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Illiberal democracies are spreading across Europe. But what we are witnessing on the continent today actually originated in China and Russia, says journalist Norbert Mappes-Niediek.
Slovenia, with just 2 million inhabitants, is a small and little-known country. So when Europe's leading media outlets announced that right-wing populist Janez Jansa had emerged as "the clear winner" in the country's parliamentary elections, hardly anyone was surprised. But even with this election success, Jansa's Slovenian Democratic Party (SDS) still did not garner the levels of support it had back in 2011, when he won a second stint as prime minister.
So, what happened? Despite Europe's overall shift to the right, the SDS is not as powerful as it once was. Did Slovenia buck the trend? Did voters in the country reject the allure of "illiberal democracy" — despite economic problems and the burdens of the refugee crisis? Not necessarily. But lacking an explanation for what had happened, many journalists fell back on stereotypes, painting a simplistic picture of East versus West.
A problem of Eastern Europe?
Since the 1980s, a booming China has demonstrated that democracy and capitalism must not necessarily be two sides of the same coin — as many always assumed. And when, at the turn of the millennium, Vladimir Putin took power in Russia, this new model of "capitalism without liberal democracy" took root in the world's largest country by area, as well. In 2010, when Viktor Orban won Hungary's elections, it also reached the European Union.
And yet, we are not talking about a phenomenon that is found exclusively in the East. Today, Hungary's Prime Minister Orban can count on powerful allies in Italy and Austria. In France, the Netherlands, Belgium, Denmark and Norway, various right-wing parties can count on the support of between 15 and 30 percent of the electorate. Germany's far-right Alternative for Germany (AfD) is not far off, either. And a new, right-wing mood is also gripping many staid conservative parties. The far-right has not consolidated its power, but there are signs that these forces could gain strength where they wreaked havoc in times past: in Italy for example, in Austria and in Germany. But not in France, and not in Slovenia.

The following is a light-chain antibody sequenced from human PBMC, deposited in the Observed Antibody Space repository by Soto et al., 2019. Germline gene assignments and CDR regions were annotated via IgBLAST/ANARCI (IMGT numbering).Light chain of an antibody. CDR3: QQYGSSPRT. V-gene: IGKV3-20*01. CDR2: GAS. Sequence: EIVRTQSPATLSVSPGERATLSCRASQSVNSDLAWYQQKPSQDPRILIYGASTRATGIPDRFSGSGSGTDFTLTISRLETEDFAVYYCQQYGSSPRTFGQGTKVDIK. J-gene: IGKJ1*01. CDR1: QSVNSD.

Withdrawing to the nationalist cave
A nationalist and authoritarian mood is spreading across Europe. But right-wingers in the West differ from those in the East. The former like complaining about the "shithole countries" immigrants hail from, while the latter feel they have always been disadvantaged and never fully accepted. The far-right in the West scorns political institutions and instead prefers a kind of "Facebook democracy," happily clicking like buttons and railing against politicians. In the East, they want a return to law and order, clearly demarcated nation states, and want everyone to always carry an identity card — a return to the good old days, but with different national symbols. Evidently then, both sides' ideals cannot be reconciled. But there is no need for that, anyway, as both are quite happy to withdraw to their own, nationalist caves, so to speak.
The new right thrives on antagonism, on dividing the world into East, West, North and South, rich and poor, one nation against the next. While the Visegrad states of Hungary, Poland, Slovakia and the Czech Republic currently pose the greatest threat to European peace, a right-wing alliance led by Italy could take over from them, or even a group of stingy countries eager to cut their contributions to the EU budget, transforming the bloc into a group of competing teams. Then, the EU would break apart like all right-wing alliances, where ultimately, each party fights for itself. And where bilateral "deals" are struck, with the powerful leveraging their might.
Orban famously declared an end to the era of 'liberal democracy' after starting his fourth term as prime minister in May
Smaller EU states would suffer most
EU skeptics will then only lose influence if there is not a single member state that imagines it could be stronger outside the bloc than in. Appeals to eastern EU members to be reasonable, given that they benefit most from EU funding, fall on deaf ears. Because all arguments can be flipped on their heads, the bottom line is that more money flows from East to West than vice versa; and despite an impressive gross national product, many Czechs earn meager wages.
Or look at how EU states variously demand others show solidarity in the refugee crisis. Berlin only insisted others take in asylum-seekers after Greece and Italy had been left to their own devices for decades and could no longer cope. Small EU members like Luxembourg, which has produced so many renowned European politicians, Estonia, Latvia, Lithuania, Malta and Slovenia will not play this game, as they have much to lose if the EU falls apart. Unfortunately, Europe's big players have not yet come to their senses.
Journalist Norbert Mappes-Niediek lives in Graz, Austria and reports on Southeastern European affairs for numerous German-language newspapers.